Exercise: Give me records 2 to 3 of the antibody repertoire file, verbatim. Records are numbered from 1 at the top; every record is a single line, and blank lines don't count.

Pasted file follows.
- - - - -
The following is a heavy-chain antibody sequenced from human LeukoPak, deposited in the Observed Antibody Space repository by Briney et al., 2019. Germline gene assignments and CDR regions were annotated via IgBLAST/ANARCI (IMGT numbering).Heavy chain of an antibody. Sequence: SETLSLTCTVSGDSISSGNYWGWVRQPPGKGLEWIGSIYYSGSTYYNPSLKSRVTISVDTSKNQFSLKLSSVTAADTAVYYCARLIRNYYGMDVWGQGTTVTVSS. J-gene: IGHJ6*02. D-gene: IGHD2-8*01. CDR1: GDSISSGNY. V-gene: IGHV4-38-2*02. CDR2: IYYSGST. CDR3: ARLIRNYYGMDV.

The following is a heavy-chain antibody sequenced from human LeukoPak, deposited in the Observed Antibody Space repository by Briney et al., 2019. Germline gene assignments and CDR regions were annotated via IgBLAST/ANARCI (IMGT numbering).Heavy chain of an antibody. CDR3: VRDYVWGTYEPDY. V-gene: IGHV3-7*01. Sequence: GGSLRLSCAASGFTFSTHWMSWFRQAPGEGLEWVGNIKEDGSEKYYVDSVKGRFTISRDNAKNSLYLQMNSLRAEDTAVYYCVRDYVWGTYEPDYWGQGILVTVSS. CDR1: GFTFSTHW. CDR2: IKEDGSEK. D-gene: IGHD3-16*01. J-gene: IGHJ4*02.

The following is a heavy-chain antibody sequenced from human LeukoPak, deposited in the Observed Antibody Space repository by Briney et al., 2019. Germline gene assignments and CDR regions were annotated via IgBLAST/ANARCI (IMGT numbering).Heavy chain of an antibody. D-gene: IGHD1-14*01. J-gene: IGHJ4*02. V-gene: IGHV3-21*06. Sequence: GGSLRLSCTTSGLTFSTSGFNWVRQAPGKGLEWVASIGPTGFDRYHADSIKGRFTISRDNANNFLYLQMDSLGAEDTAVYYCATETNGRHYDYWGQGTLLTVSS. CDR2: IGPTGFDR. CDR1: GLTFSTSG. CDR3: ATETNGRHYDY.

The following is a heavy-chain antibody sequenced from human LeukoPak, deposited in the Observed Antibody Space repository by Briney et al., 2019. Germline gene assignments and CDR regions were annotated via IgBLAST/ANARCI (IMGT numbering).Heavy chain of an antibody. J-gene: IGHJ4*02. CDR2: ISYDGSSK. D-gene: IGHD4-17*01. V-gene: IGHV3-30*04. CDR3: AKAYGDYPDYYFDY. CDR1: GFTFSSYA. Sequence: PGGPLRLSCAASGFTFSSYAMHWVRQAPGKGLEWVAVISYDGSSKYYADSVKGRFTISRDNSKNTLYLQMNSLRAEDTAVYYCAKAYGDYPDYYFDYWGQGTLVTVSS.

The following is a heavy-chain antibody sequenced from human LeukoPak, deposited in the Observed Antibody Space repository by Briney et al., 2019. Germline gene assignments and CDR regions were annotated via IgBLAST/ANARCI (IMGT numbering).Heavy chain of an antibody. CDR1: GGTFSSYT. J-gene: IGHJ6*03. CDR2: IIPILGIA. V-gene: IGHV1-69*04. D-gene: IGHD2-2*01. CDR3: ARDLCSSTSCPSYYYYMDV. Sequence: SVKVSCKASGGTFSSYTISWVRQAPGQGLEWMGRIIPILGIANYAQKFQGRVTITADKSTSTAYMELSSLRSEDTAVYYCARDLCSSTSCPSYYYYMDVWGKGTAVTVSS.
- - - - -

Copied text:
The following is a heavy-chain antibody sequenced from human LeukoPak, deposited in the Observed Antibody Space repository by Briney et al., 2019. Germline gene assignments and CDR regions were annotated via IgBLAST/ANARCI (IMGT numbering).Heavy chain of an antibody. CDR3: VRDYVWGTYEPDY. V-gene: IGHV3-7*01. Sequence: GGSLRLSCAASGFTFSTHWMSWFRQAPGEGLEWVGNIKEDGSEKYYVDSVKGRFTISRDNAKNSLYLQMNSLRAEDTAVYYCVRDYVWGTYEPDYWGQGILVTVSS. CDR1: GFTFSTHW. CDR2: IKEDGSEK. D-gene: IGHD3-16*01. J-gene: IGHJ4*02.

The following is a heavy-chain antibody sequenced from human LeukoPak, deposited in the Observed Antibody Space repository by Briney et al., 2019. Germline gene assignments and CDR regions were annotated via IgBLAST/ANARCI (IMGT numbering).Heavy chain of an antibody. D-gene: IGHD1-14*01. J-gene: IGHJ4*02. V-gene: IGHV3-21*06. Sequence: GGSLRLSCTTSGLTFSTSGFNWVRQAPGKGLEWVASIGPTGFDRYHADSIKGRFTISRDNANNFLYLQMDSLGAEDTAVYYCATETNGRHYDYWGQGTLLTVSS. CDR2: IGPTGFDR. CDR1: GLTFSTSG. CDR3: ATETNGRHYDY.